MOSCOW (AP) – The russian and Turkish presidents have agreed on a ceasefire that is due to begin at midnight Thursday in northwestern Syria, where escalating fighting threatened to bring troops from both countries into a direct conflict. However, it is unlikely that the agreement will put an end to the terrible suffering of the region. Both countries have many interests beyond Syria – from the conflict in Libya, where they support the opposing parties, to a recently opened pipeline from Russia to Turkey, to arms trafficking. They are therefore ready to negotiate and could one day reach a lasting agreement. Russian President Vladimir Putin, who is standing alongside his Turkish counterpart Tayyip Erdogan, said he hoped their deal would lead to a halt to military action in Syria`s last major rebel stronghold in the northwest of the country. At the start of the more than six-hour Kremlin talks, the two heads of state and government stressed the need for an agreement. One of the objectives was to prevent their bilateral relations and prosperous trade from harming. The latest Turkish-Russian agreement reached on 5 March in Moscow by Turkish President Recep Tayyip Erdogan and his Russian counterpart Vladimir Putin will be no exception. Although the agreement succeeded in ending the fighting and giving respite to the three million Syrians living in the province, most of them were driven out several times, it did not find a stable solution that would prevent a new military offensive by the Syrian regime and its allies on the last stronghold of the Turkish-backed Syrian opposition. Some experts doubt that this agreement is different from the agreements between Ankara and Moscow on Idlib, which have not been successful. “I hope that these agreements will serve as the basis for stopping military activities in the Idlib de-escalation zone (and) will put an end to the suffering of peaceful populations and the growing humanitarian crisis,” Putin said. Soner Cagaptay, a Turkey expert at the Washington Institute, said the agreement “freezes the conflict on the ground.” Under the agreement, Turkey was required to withdraw all extremist groups from the province, some of which are allied with the terrorist group Al Qaeda.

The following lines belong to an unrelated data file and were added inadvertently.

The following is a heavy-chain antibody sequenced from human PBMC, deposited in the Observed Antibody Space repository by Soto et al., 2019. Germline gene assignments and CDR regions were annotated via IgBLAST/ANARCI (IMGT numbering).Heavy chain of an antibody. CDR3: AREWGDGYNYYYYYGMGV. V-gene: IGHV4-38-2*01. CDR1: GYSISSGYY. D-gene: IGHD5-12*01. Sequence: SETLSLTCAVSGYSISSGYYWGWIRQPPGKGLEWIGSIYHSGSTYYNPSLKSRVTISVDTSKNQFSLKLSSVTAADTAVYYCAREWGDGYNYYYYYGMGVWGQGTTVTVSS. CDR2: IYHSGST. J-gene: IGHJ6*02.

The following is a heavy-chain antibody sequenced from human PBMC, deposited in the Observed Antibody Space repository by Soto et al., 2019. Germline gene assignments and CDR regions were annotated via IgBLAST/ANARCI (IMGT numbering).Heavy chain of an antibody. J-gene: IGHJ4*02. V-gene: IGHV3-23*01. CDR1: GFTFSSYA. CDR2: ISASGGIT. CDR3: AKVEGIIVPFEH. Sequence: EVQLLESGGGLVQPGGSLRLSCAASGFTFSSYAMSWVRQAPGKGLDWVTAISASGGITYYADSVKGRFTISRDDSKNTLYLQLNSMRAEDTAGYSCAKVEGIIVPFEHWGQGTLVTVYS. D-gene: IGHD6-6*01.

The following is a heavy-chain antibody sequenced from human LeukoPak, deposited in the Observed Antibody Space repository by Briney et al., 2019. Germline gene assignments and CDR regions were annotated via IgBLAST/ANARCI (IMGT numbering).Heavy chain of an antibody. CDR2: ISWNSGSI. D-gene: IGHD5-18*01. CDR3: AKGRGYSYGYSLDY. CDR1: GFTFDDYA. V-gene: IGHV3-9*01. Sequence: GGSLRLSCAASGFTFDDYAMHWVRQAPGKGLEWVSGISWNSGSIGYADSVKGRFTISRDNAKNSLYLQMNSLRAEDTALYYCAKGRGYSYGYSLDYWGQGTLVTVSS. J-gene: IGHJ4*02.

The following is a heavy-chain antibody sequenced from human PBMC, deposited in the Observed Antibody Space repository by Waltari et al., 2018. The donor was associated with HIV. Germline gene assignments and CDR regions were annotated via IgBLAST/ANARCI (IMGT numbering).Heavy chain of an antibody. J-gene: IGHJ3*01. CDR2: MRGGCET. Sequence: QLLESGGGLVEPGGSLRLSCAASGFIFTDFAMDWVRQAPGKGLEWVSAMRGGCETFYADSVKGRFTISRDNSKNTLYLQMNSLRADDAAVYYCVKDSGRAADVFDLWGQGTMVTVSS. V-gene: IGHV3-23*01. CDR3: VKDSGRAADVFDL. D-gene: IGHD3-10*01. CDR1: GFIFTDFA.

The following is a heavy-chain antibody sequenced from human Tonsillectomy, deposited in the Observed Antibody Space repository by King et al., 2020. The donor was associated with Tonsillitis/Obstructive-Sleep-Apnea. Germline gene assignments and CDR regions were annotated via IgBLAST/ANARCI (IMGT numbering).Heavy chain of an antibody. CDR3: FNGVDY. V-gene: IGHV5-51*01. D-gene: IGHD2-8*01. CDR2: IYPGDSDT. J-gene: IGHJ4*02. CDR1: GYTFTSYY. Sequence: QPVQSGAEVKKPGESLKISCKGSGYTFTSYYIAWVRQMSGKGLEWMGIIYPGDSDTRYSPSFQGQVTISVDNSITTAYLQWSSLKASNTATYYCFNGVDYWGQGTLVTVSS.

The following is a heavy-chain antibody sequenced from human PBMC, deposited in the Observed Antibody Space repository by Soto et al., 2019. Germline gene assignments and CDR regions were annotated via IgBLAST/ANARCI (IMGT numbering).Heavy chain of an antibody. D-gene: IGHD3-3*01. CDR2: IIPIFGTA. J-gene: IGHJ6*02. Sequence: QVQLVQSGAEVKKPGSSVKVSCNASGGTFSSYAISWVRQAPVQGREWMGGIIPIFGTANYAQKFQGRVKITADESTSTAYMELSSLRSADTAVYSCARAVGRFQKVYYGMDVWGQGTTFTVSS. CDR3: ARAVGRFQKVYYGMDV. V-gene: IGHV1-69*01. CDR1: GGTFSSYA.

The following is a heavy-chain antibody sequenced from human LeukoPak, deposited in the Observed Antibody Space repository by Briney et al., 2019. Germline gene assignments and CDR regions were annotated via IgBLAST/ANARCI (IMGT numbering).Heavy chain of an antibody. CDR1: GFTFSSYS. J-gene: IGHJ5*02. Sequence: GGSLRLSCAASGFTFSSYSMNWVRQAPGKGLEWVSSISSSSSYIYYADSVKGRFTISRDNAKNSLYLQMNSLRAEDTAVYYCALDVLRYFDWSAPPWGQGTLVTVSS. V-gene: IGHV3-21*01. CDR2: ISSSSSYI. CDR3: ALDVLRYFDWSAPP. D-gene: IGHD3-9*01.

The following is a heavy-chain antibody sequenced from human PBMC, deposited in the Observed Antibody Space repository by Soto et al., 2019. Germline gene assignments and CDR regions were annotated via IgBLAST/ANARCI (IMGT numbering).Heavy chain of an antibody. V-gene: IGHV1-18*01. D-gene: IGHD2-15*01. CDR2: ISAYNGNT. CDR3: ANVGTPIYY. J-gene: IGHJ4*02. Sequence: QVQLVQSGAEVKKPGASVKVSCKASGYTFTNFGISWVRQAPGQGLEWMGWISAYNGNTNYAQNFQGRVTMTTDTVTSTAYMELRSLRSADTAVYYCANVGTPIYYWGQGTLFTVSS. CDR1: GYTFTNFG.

In September 2018, Russia and Turkey agreed on an agreement that had postponed a planned Syrian regime offensive on Idlib and other areas near the Turkish border. While the ceasefire agreement would largely halt fighting in Idlib, Abdulrahman said, it could also allow Syrian government forces to maintain territorial gains made during the recent offensive. Moscow, for its part, said Turkey was violating the agreement by supporting “illegal armed groups” and accused Turkish forces of mingling with “terrorists” in Idlib. The three-point agreement, read by the foreign ministers of both countries, also provided for the creation of a 12 km “security corridor” along the country`s crucial M4 motorway, which Russian and Turkish forces would begin with patrols at the end of next week. The March 5 agreement is likely to follow the fate of all previous Idlib agreements and will soon disintegrate. At a joint press conference after the talks, Putin said the agreement would serve as a “good basis for ending the fighting” in Idlib and “ending the suffering of the civilian population.” “The solution in Idlib is for the (Syrian) regime to stop its hostility and withdraw to the borders in the agreements.